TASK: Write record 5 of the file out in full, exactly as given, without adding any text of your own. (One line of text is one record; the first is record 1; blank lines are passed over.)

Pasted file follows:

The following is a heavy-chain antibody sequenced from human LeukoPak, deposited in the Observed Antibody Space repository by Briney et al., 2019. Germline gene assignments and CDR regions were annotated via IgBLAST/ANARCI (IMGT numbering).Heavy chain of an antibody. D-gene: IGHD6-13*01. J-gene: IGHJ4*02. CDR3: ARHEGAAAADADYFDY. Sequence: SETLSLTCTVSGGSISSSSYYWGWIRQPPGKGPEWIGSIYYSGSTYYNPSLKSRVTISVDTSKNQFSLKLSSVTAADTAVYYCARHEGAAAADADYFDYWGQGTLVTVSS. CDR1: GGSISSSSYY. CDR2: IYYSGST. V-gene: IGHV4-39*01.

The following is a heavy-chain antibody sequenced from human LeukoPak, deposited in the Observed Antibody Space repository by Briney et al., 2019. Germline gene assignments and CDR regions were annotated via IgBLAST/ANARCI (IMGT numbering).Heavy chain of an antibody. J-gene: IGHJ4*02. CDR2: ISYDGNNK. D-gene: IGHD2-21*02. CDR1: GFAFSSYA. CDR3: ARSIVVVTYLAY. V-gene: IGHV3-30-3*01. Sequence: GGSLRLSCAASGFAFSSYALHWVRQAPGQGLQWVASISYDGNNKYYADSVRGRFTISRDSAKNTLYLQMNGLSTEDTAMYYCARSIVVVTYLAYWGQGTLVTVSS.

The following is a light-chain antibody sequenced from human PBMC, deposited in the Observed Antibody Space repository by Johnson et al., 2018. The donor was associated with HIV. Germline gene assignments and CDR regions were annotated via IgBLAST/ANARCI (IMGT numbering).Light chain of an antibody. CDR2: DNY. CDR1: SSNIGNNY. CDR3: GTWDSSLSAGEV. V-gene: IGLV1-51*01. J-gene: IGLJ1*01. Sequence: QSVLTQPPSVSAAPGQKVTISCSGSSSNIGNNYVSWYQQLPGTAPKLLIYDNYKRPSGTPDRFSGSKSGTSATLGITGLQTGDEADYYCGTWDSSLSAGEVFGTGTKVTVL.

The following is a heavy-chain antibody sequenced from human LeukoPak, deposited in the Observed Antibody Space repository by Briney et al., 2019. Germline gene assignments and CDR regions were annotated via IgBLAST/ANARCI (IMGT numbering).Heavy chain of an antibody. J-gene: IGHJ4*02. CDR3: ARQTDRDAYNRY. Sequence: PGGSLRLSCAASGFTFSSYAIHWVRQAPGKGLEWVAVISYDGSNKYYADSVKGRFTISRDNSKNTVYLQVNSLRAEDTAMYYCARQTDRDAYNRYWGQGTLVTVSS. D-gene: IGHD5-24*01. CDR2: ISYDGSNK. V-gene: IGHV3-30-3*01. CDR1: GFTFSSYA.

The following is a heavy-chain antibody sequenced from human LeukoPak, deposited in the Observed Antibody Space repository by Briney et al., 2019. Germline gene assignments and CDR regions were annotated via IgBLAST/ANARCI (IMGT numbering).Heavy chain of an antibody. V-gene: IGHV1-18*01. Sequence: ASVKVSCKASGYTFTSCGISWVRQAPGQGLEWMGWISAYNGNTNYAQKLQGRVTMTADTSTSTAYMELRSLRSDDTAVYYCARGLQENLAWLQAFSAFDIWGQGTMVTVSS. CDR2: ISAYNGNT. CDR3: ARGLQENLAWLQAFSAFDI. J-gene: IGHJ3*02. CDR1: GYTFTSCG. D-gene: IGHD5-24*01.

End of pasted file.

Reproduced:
The following is a heavy-chain antibody sequenced from human LeukoPak, deposited in the Observed Antibody Space repository by Briney et al., 2019. Germline gene assignments and CDR regions were annotated via IgBLAST/ANARCI (IMGT numbering).Heavy chain of an antibody. V-gene: IGHV1-18*01. Sequence: ASVKVSCKASGYTFTSCGISWVRQAPGQGLEWMGWISAYNGNTNYAQKLQGRVTMTADTSTSTAYMELRSLRSDDTAVYYCARGLQENLAWLQAFSAFDIWGQGTMVTVSS. CDR2: ISAYNGNT. CDR3: ARGLQENLAWLQAFSAFDI. J-gene: IGHJ3*02. CDR1: GYTFTSCG. D-gene: IGHD5-24*01.